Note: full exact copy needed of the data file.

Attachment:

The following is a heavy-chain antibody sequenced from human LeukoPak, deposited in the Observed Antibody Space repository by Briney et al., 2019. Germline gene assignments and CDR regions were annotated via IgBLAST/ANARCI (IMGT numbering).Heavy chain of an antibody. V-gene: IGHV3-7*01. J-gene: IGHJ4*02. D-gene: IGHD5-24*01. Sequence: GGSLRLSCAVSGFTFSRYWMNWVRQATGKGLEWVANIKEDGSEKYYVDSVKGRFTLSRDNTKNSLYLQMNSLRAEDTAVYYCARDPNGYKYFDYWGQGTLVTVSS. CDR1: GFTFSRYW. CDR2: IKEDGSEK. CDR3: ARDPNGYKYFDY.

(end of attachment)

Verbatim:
The following is a heavy-chain antibody sequenced from human LeukoPak, deposited in the Observed Antibody Space repository by Briney et al., 2019. Germline gene assignments and CDR regions were annotated via IgBLAST/ANARCI (IMGT numbering).Heavy chain of an antibody. V-gene: IGHV3-7*01. J-gene: IGHJ4*02. D-gene: IGHD5-24*01. Sequence: GGSLRLSCAVSGFTFSRYWMNWVRQATGKGLEWVANIKEDGSEKYYVDSVKGRFTLSRDNTKNSLYLQMNSLRAEDTAVYYCARDPNGYKYFDYWGQGTLVTVSS. CDR1: GFTFSRYW. CDR2: IKEDGSEK. CDR3: ARDPNGYKYFDY.